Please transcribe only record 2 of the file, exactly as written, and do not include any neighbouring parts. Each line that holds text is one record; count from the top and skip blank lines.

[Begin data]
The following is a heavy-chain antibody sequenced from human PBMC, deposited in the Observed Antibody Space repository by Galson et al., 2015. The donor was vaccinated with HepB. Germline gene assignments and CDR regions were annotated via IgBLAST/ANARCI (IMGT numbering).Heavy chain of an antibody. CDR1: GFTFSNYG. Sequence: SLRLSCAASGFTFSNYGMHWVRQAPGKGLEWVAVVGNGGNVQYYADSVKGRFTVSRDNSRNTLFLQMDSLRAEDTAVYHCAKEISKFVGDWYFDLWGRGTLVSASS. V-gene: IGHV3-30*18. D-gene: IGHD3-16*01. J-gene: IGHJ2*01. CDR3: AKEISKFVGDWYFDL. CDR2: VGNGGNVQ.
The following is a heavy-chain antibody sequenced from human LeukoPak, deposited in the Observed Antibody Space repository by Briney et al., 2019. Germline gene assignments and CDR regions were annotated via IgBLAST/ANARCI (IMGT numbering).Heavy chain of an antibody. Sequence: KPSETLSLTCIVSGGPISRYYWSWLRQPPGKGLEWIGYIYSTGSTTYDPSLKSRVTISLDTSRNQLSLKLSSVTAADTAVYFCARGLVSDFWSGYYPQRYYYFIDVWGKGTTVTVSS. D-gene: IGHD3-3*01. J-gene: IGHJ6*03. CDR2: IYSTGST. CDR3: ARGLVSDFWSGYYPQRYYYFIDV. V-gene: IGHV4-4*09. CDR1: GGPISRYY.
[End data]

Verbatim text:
The following is a heavy-chain antibody sequenced from human LeukoPak, deposited in the Observed Antibody Space repository by Briney et al., 2019. Germline gene assignments and CDR regions were annotated via IgBLAST/ANARCI (IMGT numbering).Heavy chain of an antibody. Sequence: KPSETLSLTCIVSGGPISRYYWSWLRQPPGKGLEWIGYIYSTGSTTYDPSLKSRVTISLDTSRNQLSLKLSSVTAADTAVYFCARGLVSDFWSGYYPQRYYYFIDVWGKGTTVTVSS. D-gene: IGHD3-3*01. J-gene: IGHJ6*03. CDR2: IYSTGST. CDR3: ARGLVSDFWSGYYPQRYYYFIDV. V-gene: IGHV4-4*09. CDR1: GGPISRYY.